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Durvalumab immunotherapy recommended for advanced bile duct cancers in England and Scotland

Tim Gunn
by Tim Gunn | News

30 November 2023

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A CT scan showing a bile duct cancer (cholangiocarcinoma)
Suttha Burawonk/Shutterstock.com


The immunotherapy durvalumab (Imfinzi) is now recommended as a first option for treating biliary tract cancers that are locally advanced, can’t be removed through surgery or have spread (metastasised) in adults in England and Scotland.  

It will be added to the existing treatment, a combination of the chemotherapy drugs gemcitabine and cisplatin 

The recommendations, from the Scottish Medicines Consortium (SMC) and the National Institute of Health and Care Excellence (NICE), will make durvalumab the first immunotherapy available as a first-line (or initial) treatment on the NHS for biliary tract cancers, which include bile duct cancer (cholangiocarcinoma), gallbladder cancer and ampullary cancer.  

These rare and aggressive cancers are usually diagnosed at an advanced stage, when there are few treatment options beyond gemcitabine and cisplatin, which has been the standard of care for over a decade. The NICE committee responsible for the decision in England noted that the prognosis and quality of life with current chemotherapy is poor and that more treatment options are urgently needed. 

NICE estimates that just over 1,800 people in England are diagnosed with unresectable or advanced biliary tract cancers each year. Just over 700 people in England will be eligible to receive durvalumab when the NICE decision is finalised in January.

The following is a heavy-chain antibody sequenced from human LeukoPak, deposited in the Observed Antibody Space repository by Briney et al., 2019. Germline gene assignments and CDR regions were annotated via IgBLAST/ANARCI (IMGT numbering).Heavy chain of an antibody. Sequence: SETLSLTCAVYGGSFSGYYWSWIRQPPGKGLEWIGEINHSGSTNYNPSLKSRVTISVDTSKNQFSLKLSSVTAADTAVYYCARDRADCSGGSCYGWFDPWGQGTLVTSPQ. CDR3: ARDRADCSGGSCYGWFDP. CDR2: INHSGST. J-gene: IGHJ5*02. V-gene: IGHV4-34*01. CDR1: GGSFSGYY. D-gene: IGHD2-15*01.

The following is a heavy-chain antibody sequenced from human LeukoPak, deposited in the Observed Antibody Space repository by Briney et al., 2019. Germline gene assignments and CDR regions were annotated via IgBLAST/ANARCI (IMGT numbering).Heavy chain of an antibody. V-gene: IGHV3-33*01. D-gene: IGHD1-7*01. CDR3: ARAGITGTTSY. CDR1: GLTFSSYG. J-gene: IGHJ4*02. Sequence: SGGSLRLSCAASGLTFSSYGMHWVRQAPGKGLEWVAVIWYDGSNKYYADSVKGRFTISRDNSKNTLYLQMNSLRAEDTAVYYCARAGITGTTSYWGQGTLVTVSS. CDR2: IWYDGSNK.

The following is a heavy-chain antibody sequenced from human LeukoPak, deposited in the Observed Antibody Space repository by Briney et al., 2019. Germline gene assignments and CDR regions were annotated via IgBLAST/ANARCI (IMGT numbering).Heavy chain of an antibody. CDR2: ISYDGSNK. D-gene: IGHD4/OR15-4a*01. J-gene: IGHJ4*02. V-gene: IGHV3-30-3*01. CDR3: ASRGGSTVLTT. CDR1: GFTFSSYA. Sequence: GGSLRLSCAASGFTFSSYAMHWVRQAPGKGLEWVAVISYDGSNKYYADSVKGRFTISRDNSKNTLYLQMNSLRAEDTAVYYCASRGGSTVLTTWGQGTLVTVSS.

NICE and the SMC made their decisions after consulting the results of the Phase III TOPAZ-1 trial, which showed that adding durvalumab to gemcitabine and cisplatin increases how long people with biliary tract cancers live and extends the time before their cancer progresses.  

The trial randomly assigned 685 patients to receive durvalumab alongside gemcitabine and cisplatin, or gemcitabine and cisplatin with a placebo. Estimates based on the results suggest that adding durvalumab could more than double two-year overall survival, although the exact extent of the improvement is unclear. 

Durvalumab is delivered to the blood using a drip. It stimulates the body’s immune system to fight cancer by seeking out cells with a protein called PD-L1 on their surface and attaching to them. The immune system then recognises the marked cells and kills them. 

The treatment was licenced through Project Orbis, an international programme to review and approve promising cancer drugs so patients can access innovative treatments faster. 

NICE decisions are usually adopted in Wales and Northern Ireland, so durvalumab is likely to be offered to patients across the whole of the UK. 

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